Many people, especially consultants and technology vendors, have been throwing out worries about looming requirements for food manufacturers and distributors from the Food Safety Modernization Act signed into law in 2011.
But details are often vague at best. What is really in the law, and what if any regulations have been put in place? What is the timeline going to be for additional rules?
SCDigest tackled all these questions and more in a recent Videocast on our Supply Chain Television Channel with an expert panel on the subject that included:
• Jennifer McEntire, Senior Director – Food and Import Safety, for consulting and research firm Leavitt Partners
• Jeanne Iglesias, Senior Director, Industry Affairs & Collaboration, at the Grocery Manufacturers Association (GMA)
• Tom Kozenski, Vice President of Product Strategy at JDA Software
McEntire is well into the details of the law and what has and has not happened with regard to actual regulations. She started off by noting the basic concept that the purpose of traceability in the food supply chain is to be able to recall any food that could pose a danger to the public as quickly as possible. The better the food can be tracked, the faster and easier that recall becomes.
The 2002 Bioterrorism Act led to regulations in 2005 from the FDA promulgating in part the "one up, one back" rule, under which companies have to document who they received food products from and who if anyone they then ship those products to.
The 2011 FSMA act could – but has not really as yet – require much higher standards of traceability, McEntire said. Only two specific rules have thus far been proposed by the FDA - one involving preventive control procedures and the other on produce safety – and though both will require additional record keeping, neither involves enhanced traceability.
But there is possibly a lot more to come. FSMA required the FDA to conduct a series of pilots related to traceability, looking at what processes and technologies could and should be deployed to improve visibility and control of the food supply chain.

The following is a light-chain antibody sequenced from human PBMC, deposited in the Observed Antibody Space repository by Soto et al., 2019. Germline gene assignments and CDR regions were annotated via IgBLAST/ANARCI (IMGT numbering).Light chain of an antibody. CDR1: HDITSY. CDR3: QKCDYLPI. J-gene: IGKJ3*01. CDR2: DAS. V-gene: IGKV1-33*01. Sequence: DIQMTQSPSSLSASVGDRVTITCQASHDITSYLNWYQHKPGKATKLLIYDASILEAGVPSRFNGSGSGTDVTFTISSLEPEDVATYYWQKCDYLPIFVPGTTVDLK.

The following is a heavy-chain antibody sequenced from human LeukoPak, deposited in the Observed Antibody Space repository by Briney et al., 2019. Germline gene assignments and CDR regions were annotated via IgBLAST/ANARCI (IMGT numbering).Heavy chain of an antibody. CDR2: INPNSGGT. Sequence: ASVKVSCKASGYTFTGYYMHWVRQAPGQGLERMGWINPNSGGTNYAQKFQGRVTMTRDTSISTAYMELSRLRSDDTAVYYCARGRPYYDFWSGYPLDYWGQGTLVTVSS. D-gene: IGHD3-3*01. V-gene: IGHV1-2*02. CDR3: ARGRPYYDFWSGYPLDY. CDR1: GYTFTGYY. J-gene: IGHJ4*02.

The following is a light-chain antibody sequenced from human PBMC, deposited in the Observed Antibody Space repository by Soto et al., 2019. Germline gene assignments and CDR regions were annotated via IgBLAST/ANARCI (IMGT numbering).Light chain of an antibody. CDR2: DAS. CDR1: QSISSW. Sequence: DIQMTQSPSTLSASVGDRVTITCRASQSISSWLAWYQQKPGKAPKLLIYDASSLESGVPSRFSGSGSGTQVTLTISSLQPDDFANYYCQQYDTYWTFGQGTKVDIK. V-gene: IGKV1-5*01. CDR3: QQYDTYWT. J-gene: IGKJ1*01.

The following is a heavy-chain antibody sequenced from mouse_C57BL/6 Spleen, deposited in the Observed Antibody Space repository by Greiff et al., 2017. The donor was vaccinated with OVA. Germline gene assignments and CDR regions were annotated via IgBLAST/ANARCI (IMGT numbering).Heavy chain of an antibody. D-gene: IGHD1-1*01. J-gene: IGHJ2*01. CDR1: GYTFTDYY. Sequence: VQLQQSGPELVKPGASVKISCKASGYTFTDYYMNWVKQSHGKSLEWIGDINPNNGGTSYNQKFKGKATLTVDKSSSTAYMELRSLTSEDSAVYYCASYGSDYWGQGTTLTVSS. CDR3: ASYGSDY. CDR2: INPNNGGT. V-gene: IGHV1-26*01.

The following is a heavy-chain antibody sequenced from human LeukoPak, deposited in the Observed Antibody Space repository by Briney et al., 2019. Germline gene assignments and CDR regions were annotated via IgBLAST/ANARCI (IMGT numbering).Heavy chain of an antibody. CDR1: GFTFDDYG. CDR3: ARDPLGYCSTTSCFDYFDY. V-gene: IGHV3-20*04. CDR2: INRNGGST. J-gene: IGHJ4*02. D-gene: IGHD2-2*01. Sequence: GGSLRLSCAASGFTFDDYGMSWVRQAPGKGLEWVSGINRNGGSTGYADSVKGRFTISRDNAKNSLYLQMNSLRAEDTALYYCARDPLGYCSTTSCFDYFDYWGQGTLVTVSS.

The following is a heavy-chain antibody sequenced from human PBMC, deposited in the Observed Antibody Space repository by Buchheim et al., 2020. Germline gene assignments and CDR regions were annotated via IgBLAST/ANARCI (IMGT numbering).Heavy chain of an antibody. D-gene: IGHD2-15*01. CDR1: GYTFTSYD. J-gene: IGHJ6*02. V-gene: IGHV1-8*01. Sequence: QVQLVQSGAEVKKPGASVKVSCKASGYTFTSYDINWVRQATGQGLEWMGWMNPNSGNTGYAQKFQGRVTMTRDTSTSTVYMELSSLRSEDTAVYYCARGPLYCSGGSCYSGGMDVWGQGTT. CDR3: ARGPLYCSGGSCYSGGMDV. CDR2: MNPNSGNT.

Those tests were completed in mid-2012 under McEntire's leadership, and after several months of delay, the report has just recently been released. We will have details on the findings shortly in SCDigest. While traceability requirements potentially could ultimately come out of those test results, there is nothing in place from rules perspective yet from the FDA.
McEntire said another key element of FSMA is that any increased traceability requirements must be limited to what the law calls "high risk foods," presumably meant to refer to foods with a history of frequent issues or ones that might or have cause serious illness or death.
What foods will be placed into that high risk category? No one knows at this point, McEntire said, and neither whether the number will be a few or a lot. Later in the QA session, she also noted that it wasn't clear if say a potentially high risk food like tomatoes might then lead to other products that use tomatoes also being considered high risk. If the answer turns out to be Yes, that would pull a lot more products and companies into the enhanced food traceability requirements.
"FSMA did not give the FDA the authority to change food traceability requirements across the board," McEntire said.
(Supply Chain Trends and Issues Article - Continued Below)